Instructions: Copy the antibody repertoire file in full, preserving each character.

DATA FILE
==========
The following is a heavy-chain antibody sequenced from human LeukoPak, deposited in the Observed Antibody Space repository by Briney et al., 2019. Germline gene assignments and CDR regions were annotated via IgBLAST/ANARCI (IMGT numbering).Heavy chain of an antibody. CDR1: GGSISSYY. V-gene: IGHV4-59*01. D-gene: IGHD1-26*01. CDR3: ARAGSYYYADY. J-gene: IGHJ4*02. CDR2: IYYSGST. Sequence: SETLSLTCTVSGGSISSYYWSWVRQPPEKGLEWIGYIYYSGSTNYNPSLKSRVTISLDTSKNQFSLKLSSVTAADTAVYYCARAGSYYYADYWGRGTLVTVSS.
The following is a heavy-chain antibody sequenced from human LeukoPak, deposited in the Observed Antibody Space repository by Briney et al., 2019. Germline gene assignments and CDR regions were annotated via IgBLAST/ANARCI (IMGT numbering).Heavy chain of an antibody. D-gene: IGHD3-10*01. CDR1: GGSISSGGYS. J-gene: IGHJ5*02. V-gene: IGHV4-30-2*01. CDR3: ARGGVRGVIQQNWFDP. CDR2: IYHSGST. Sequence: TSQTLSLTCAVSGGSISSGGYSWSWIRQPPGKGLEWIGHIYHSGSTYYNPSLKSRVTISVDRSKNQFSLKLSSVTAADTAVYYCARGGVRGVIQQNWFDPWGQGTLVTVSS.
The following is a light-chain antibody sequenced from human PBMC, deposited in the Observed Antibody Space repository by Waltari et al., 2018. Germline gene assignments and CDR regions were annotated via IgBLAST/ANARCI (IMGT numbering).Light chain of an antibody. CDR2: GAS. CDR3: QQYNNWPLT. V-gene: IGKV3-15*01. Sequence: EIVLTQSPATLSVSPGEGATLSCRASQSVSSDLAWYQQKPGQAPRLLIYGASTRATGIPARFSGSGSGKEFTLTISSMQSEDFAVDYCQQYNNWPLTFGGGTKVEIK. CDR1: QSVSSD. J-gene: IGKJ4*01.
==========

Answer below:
The following is a heavy-chain antibody sequenced from human LeukoPak, deposited in the Observed Antibody Space repository by Briney et al., 2019. Germline gene assignments and CDR regions were annotated via IgBLAST/ANARCI (IMGT numbering).Heavy chain of an antibody. CDR1: GGSISSYY. V-gene: IGHV4-59*01. D-gene: IGHD1-26*01. CDR3: ARAGSYYYADY. J-gene: IGHJ4*02. CDR2: IYYSGST. Sequence: SETLSLTCTVSGGSISSYYWSWVRQPPEKGLEWIGYIYYSGSTNYNPSLKSRVTISLDTSKNQFSLKLSSVTAADTAVYYCARAGSYYYADYWGRGTLVTVSS.
The following is a heavy-chain antibody sequenced from human LeukoPak, deposited in the Observed Antibody Space repository by Briney et al., 2019. Germline gene assignments and CDR regions were annotated via IgBLAST/ANARCI (IMGT numbering).Heavy chain of an antibody. D-gene: IGHD3-10*01. CDR1: GGSISSGGYS. J-gene: IGHJ5*02. V-gene: IGHV4-30-2*01. CDR3: ARGGVRGVIQQNWFDP. CDR2: IYHSGST. Sequence: TSQTLSLTCAVSGGSISSGGYSWSWIRQPPGKGLEWIGHIYHSGSTYYNPSLKSRVTISVDRSKNQFSLKLSSVTAADTAVYYCARGGVRGVIQQNWFDPWGQGTLVTVSS.
The following is a light-chain antibody sequenced from human PBMC, deposited in the Observed Antibody Space repository by Waltari et al., 2018. Germline gene assignments and CDR regions were annotated via IgBLAST/ANARCI (IMGT numbering).Light chain of an antibody. CDR2: GAS. CDR3: QQYNNWPLT. V-gene: IGKV3-15*01. Sequence: EIVLTQSPATLSVSPGEGATLSCRASQSVSSDLAWYQQKPGQAPRLLIYGASTRATGIPARFSGSGSGKEFTLTISSMQSEDFAVDYCQQYNNWPLTFGGGTKVEIK. CDR1: QSVSSD. J-gene: IGKJ4*01.